Google's acquisition strategy should think small (and mobile)

When it comes to Google's acquisition strategy the search giant may be better off playing small ball. Sure Google's purchase of dMarc and YouTube are significant deals that get a lot of attention--lately as potential busts in the making.
Written by Larry Dignan, Contributor

When it comes to Google's acquisition strategy the search giant may be better off playing small ball.

Sure Google's purchase of dMarc and YouTube are significant deals that get a lot of attention--lately as potential busts in the making. But how about Google's smaller deals like the acquisitions of Keyhole, Zipdash, Reqwireless and Android? And let's not forget the 2004 purchase of Picasa and the 2005 acquisition of Urchin Software (Google Analytics).

Perusing this list of Google's acquisition history (note it may not be complete) reveals a lot of purchases that wound up in Google's products. Without Keyhole and Where2, both purchased in 2004, you wouldn't have Google Earth or Google Maps. Meanwhile, most of these deals had financial terms that were undisclosed. Translation: They were so inexpensive that it wasn't material.

It's easy to focus on the dMarc struggles, the YouTube lawsuit and offline ventures, but to see where Google is really heading you may want to focus on the smaller deals. And Google's acquisitions are pointing to the mobile market.

This point was driven home in a Thomas Weisel research note penned by analyst Christa Quarles. Her note focused on Google's mobile search opportunity, but one of her graphics (below) caught my eye.


Aside from Keynote do any of those deals ring a bell? Probably not since most observers have been yapping incessantly about YouTube. Add those acquisitions up though and you get a picture of Google's mobile plans.

In the long run, the chances are pretty good that those companies mentioned above will deliver bigger returns.

And that brings us to Quarles' main point: Google's best opportunity is in the mobile market. Her argument boils down to this: Google's text ads are well suited to the mobile market; the market is still in flux; and Google's Web users are likely to use the company's software on the road. Yahoo is shaping up to be a major competitor, but if Quarles is right mobile market share may mirror search market share.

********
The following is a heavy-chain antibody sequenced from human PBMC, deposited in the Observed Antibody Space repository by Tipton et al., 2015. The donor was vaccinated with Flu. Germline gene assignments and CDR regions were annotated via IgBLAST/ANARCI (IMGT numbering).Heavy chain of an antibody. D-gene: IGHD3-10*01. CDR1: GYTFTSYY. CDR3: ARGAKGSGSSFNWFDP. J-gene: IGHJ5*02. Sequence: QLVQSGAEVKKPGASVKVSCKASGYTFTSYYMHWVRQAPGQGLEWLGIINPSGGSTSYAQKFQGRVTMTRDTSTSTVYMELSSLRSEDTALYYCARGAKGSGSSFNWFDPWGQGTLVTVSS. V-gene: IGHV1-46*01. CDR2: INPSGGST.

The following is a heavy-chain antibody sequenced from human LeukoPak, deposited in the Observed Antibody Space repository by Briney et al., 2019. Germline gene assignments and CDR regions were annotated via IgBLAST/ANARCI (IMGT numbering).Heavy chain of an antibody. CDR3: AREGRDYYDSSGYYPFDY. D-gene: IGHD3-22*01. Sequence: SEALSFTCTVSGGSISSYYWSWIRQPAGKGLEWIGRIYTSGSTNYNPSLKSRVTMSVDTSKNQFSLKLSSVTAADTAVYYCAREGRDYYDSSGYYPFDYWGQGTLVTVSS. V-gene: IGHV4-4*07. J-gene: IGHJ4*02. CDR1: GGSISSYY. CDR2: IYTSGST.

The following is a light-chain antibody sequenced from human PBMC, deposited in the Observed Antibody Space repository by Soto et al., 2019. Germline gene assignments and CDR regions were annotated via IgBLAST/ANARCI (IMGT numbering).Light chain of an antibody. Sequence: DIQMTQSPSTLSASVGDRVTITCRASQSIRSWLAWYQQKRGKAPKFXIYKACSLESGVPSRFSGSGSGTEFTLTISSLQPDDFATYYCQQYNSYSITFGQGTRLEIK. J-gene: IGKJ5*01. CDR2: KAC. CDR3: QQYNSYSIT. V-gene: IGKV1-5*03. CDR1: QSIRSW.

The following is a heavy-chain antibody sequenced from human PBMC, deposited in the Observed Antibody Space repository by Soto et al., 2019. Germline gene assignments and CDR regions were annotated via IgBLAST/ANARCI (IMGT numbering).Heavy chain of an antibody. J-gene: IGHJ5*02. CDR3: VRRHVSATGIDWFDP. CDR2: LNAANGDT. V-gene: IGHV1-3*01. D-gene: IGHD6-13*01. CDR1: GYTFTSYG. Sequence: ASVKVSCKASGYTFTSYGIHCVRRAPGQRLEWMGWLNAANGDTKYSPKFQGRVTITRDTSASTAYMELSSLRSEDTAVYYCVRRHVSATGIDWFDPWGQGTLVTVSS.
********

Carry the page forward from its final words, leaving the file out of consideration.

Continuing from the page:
Quarles argues that Google would be better suited by focusing on the mobile search and information market while just partnering on offline (radio and TV) ad sales. For instance, it may be more profitable to own more of the mobile advertising space, which is supposed to be a $13.9 billion market by 2011 according to eMarketer, than be an agent in the massive TV advertising market.

"We believe mobile internet advertising should develop faster than PC internet ads, however, precisely because we already have a precedent and the expansion should be much more global in nature. In addition, should Google achieve similar dominance in mobile that it has achieved in PC-based online advertising (we estimate 45% of every online ad dollar will go through Google’s system in 2008), the contribution to revenues could be meaningful. Getting even 10% of the mobile advertising market in 2011 would make mobile a larger contributor (on a net revenue basis) than Google’s entire affiliate business today."

In addition, Google Maps has given the company a nice entry into the mobile and local markets (thank the Where2 acquisition).

Quarles notes that Google won't have it easy in the mobile space. After all, Yahoo has focused on making mobile search easier (see gallery).

"We do believe that Yahoo! Go Mobile has done a terrific job of bundling its local content offerings in an easy to use package (complete with widgets and other neat features). It is our estimation that Yahoo! believes consumers have not yet set their mobile preference, giving the company a chance to regain market share of search on the mobile device. We believe that “tried and true” Google PC searchers are likely to become Google mobile searchers, however, although there is always room for market share shifts on the edges."

Quarles also touches on the Google Phone rumors. She doubts that Google will get into the handset market, but may become a mobile virtual network operator or offer a Google ad-subsidized phone plan. The economics are difficult unless Google charges, but it could work. Another option: Google could use WiMax to bypass wireless carriers.

"We could envision a world in which Google is able to bypass the carriers altogether to create an ad supported mobile network where its content (i.e., local search, maps, etc.) serves as the “portal” for consumers to move on to the mobile web. We believe Google’s Wi-Fi partnership with Earthlink was a test to help the company better understand a move in this direction."

How will we know if Quarles' theory about Google's mobile intentions is on target? Follow the acquisitions--preferably the small ones. More acquisitions like the August 2006 purchase of mobile OS maker Android may give a glimpse of the future.

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